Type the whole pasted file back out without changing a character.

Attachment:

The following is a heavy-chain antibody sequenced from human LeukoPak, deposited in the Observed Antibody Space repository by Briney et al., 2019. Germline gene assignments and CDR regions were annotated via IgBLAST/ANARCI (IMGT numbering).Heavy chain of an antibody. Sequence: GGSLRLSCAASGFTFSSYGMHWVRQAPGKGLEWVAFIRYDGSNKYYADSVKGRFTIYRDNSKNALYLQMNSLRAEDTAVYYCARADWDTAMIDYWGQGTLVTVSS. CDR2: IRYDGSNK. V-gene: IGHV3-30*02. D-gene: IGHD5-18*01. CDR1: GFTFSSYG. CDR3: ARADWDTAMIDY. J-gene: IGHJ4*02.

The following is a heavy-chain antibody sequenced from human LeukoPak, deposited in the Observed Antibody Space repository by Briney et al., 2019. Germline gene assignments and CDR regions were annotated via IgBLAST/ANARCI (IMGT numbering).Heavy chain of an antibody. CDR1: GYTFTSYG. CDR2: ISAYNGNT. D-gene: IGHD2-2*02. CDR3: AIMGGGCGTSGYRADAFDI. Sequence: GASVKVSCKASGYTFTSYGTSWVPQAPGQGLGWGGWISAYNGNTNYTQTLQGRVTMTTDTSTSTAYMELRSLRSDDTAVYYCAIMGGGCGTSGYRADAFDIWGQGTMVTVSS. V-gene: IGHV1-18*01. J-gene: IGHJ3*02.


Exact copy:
The following is a heavy-chain antibody sequenced from human LeukoPak, deposited in the Observed Antibody Space repository by Briney et al., 2019. Germline gene assignments and CDR regions were annotated via IgBLAST/ANARCI (IMGT numbering).Heavy chain of an antibody. Sequence: GGSLRLSCAASGFTFSSYGMHWVRQAPGKGLEWVAFIRYDGSNKYYADSVKGRFTIYRDNSKNALYLQMNSLRAEDTAVYYCARADWDTAMIDYWGQGTLVTVSS. CDR2: IRYDGSNK. V-gene: IGHV3-30*02. D-gene: IGHD5-18*01. CDR1: GFTFSSYG. CDR3: ARADWDTAMIDY. J-gene: IGHJ4*02.

The following is a heavy-chain antibody sequenced from human LeukoPak, deposited in the Observed Antibody Space repository by Briney et al., 2019. Germline gene assignments and CDR regions were annotated via IgBLAST/ANARCI (IMGT numbering).Heavy chain of an antibody. CDR1: GYTFTSYG. CDR2: ISAYNGNT. D-gene: IGHD2-2*02. CDR3: AIMGGGCGTSGYRADAFDI. Sequence: GASVKVSCKASGYTFTSYGTSWVPQAPGQGLGWGGWISAYNGNTNYTQTLQGRVTMTTDTSTSTAYMELRSLRSDDTAVYYCAIMGGGCGTSGYRADAFDIWGQGTMVTVSS. V-gene: IGHV1-18*01. J-gene: IGHJ3*02.